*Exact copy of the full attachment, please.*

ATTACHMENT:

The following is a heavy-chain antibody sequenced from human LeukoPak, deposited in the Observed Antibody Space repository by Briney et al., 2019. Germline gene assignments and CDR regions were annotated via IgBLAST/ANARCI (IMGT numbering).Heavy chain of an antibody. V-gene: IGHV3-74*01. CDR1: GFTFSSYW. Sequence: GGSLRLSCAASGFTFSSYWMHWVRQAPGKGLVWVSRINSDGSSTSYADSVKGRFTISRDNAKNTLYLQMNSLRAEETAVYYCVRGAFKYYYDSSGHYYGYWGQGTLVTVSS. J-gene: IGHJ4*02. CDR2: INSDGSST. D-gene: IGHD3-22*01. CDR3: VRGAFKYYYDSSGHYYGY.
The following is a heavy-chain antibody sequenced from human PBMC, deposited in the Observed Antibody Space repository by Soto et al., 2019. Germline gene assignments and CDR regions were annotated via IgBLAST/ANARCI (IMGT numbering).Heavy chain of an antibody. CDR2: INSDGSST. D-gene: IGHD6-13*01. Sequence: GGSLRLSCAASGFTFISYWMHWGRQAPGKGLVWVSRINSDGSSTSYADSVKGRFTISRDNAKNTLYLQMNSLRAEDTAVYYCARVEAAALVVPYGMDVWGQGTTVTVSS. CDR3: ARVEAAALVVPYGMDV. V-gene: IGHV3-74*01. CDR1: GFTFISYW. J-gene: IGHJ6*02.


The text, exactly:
The following is a heavy-chain antibody sequenced from human LeukoPak, deposited in the Observed Antibody Space repository by Briney et al., 2019. Germline gene assignments and CDR regions were annotated via IgBLAST/ANARCI (IMGT numbering).Heavy chain of an antibody. V-gene: IGHV3-74*01. CDR1: GFTFSSYW. Sequence: GGSLRLSCAASGFTFSSYWMHWVRQAPGKGLVWVSRINSDGSSTSYADSVKGRFTISRDNAKNTLYLQMNSLRAEETAVYYCVRGAFKYYYDSSGHYYGYWGQGTLVTVSS. J-gene: IGHJ4*02. CDR2: INSDGSST. D-gene: IGHD3-22*01. CDR3: VRGAFKYYYDSSGHYYGY.
The following is a heavy-chain antibody sequenced from human PBMC, deposited in the Observed Antibody Space repository by Soto et al., 2019. Germline gene assignments and CDR regions were annotated via IgBLAST/ANARCI (IMGT numbering).Heavy chain of an antibody. CDR2: INSDGSST. D-gene: IGHD6-13*01. Sequence: GGSLRLSCAASGFTFISYWMHWGRQAPGKGLVWVSRINSDGSSTSYADSVKGRFTISRDNAKNTLYLQMNSLRAEDTAVYYCARVEAAALVVPYGMDVWGQGTTVTVSS. CDR3: ARVEAAALVVPYGMDV. V-gene: IGHV3-74*01. CDR1: GFTFISYW. J-gene: IGHJ6*02.